This New Google Maps Park­ing Fea­ture is a Life Saver


Google Maps has been updated with a parking feature which is a life saver for people — almost everyone — who have trouble remembering where they parked their car in that large mall or busy city street.

The beta version of Google Maps for Android has been updated with a new feature that assists users to locate their cars easily by marking where you parked on the map.

The app lets you save your parking location by simply tapping on the blue dot — your current location — and selecting ‘Save Your Parking’ from the options that appear.

Your Parking location will be depicted by a ‘P’ icon on the map.

This feature is only available if you’re signed into Google Maps, even for beta users.

Once the location has been saved, the app also gives you options to add parking notes (floor and pillar number maybe), add photos of the nearby areas as well as set a timer in order to remind you of how long your car has been parked at the spot.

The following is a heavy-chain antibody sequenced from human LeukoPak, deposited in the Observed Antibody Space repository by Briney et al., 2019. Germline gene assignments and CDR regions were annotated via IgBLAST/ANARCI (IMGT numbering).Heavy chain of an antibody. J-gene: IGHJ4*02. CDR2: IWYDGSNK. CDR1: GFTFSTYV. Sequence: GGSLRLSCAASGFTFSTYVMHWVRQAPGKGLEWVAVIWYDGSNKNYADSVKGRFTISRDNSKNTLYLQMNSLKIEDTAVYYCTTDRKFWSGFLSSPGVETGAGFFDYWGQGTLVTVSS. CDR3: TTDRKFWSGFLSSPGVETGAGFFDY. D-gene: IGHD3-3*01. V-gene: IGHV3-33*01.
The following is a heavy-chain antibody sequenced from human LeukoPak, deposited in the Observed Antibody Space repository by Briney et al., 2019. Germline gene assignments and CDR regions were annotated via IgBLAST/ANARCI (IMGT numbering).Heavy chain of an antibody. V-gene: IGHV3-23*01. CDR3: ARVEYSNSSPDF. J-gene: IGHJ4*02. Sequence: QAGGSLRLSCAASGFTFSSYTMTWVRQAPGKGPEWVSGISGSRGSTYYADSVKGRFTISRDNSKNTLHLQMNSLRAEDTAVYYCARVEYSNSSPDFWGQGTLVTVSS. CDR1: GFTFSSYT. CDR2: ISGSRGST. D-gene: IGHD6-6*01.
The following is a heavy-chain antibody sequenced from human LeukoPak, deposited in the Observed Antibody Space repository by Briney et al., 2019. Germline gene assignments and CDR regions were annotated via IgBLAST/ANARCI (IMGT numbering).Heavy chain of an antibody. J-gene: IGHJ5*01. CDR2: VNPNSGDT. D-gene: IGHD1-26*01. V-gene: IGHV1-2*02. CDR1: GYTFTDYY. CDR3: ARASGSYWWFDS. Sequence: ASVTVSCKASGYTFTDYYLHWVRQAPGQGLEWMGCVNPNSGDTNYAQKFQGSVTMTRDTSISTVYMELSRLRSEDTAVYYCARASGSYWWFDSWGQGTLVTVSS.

The feature is currently not available to users running Maps on iOS, but Apple Maps on iOS 10 has a feature similar to the upcoming Google Maps feature, except that you have to have a Bluetooth connection between your vehicle and iPhone.

Apple’s Maps app automatically marks the location of your car as soon as you leave it and gives users the option to add notes and image alongwith it.

Google was already offering to automatically register your parking location as and when you get off a vehicle using Google Now service but it isn’t really flawless as sometimes ‘you might see a parking location card if you got out of a bus, taxi, or another car’.

The feature has now been added to the Maps app for beta feedback and is better than the Google Now feature as this allows you to manually enter the parking location as well as additional information.

Also See
#google #google maps

Join the newsletter


Written By


Bike enthusiast, traveller, ManUtd follower, army brat, word-smith; Delhi University, Asian College of Journalism, Cardiff University alumnus; a journalist breathing tech these days.